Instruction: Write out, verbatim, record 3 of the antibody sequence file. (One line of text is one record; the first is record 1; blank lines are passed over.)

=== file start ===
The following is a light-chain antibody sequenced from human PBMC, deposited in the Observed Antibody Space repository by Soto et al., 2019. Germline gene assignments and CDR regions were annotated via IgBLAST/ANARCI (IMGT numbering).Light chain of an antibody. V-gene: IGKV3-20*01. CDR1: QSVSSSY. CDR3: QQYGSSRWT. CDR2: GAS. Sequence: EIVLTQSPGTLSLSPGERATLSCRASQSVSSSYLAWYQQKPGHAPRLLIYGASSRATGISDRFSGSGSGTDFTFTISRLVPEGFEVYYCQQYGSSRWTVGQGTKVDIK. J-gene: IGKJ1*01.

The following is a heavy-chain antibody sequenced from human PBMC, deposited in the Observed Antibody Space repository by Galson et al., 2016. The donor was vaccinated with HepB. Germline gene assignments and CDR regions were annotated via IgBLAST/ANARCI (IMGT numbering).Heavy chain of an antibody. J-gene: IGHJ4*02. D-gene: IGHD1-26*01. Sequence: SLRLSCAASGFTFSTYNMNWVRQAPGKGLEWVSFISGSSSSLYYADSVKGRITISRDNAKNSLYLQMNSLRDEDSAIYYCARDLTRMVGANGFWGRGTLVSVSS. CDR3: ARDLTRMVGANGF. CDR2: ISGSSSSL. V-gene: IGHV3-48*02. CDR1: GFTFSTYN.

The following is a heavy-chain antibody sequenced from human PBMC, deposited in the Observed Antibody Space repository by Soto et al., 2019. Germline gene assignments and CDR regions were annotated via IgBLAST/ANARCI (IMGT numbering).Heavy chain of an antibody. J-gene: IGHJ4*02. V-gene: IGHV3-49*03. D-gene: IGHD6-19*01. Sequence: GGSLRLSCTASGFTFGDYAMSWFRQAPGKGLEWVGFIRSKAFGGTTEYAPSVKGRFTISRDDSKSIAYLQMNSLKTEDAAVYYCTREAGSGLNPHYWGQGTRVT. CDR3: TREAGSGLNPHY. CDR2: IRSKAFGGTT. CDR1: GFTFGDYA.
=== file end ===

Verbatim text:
The following is a heavy-chain antibody sequenced from human PBMC, deposited in the Observed Antibody Space repository by Soto et al., 2019. Germline gene assignments and CDR regions were annotated via IgBLAST/ANARCI (IMGT numbering).Heavy chain of an antibody. J-gene: IGHJ4*02. V-gene: IGHV3-49*03. D-gene: IGHD6-19*01. Sequence: GGSLRLSCTASGFTFGDYAMSWFRQAPGKGLEWVGFIRSKAFGGTTEYAPSVKGRFTISRDDSKSIAYLQMNSLKTEDAAVYYCTREAGSGLNPHYWGQGTRVT. CDR3: TREAGSGLNPHY. CDR2: IRSKAFGGTT. CDR1: GFTFGDYA.